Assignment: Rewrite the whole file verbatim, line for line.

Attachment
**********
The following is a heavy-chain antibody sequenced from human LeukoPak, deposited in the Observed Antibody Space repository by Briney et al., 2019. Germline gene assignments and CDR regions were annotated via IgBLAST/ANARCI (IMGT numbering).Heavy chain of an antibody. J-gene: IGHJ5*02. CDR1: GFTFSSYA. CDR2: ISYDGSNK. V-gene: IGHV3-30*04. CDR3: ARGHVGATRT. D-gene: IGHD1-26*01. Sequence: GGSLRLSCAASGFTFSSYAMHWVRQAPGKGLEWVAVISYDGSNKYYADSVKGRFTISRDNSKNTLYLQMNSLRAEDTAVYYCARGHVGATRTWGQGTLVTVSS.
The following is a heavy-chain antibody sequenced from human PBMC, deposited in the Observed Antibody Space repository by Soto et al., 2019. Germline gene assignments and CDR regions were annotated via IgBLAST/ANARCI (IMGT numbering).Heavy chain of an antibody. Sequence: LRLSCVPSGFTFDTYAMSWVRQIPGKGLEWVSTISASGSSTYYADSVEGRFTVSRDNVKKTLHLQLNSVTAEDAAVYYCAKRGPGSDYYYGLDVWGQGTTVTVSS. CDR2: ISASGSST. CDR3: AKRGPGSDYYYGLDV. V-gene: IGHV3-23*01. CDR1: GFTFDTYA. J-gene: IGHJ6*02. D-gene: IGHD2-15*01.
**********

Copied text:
The following is a heavy-chain antibody sequenced from human LeukoPak, deposited in the Observed Antibody Space repository by Briney et al., 2019. Germline gene assignments and CDR regions were annotated via IgBLAST/ANARCI (IMGT numbering).Heavy chain of an antibody. J-gene: IGHJ5*02. CDR1: GFTFSSYA. CDR2: ISYDGSNK. V-gene: IGHV3-30*04. CDR3: ARGHVGATRT. D-gene: IGHD1-26*01. Sequence: GGSLRLSCAASGFTFSSYAMHWVRQAPGKGLEWVAVISYDGSNKYYADSVKGRFTISRDNSKNTLYLQMNSLRAEDTAVYYCARGHVGATRTWGQGTLVTVSS.
The following is a heavy-chain antibody sequenced from human PBMC, deposited in the Observed Antibody Space repository by Soto et al., 2019. Germline gene assignments and CDR regions were annotated via IgBLAST/ANARCI (IMGT numbering).Heavy chain of an antibody. Sequence: LRLSCVPSGFTFDTYAMSWVRQIPGKGLEWVSTISASGSSTYYADSVEGRFTVSRDNVKKTLHLQLNSVTAEDAAVYYCAKRGPGSDYYYGLDVWGQGTTVTVSS. CDR2: ISASGSST. CDR3: AKRGPGSDYYYGLDV. V-gene: IGHV3-23*01. CDR1: GFTFDTYA. J-gene: IGHJ6*02. D-gene: IGHD2-15*01.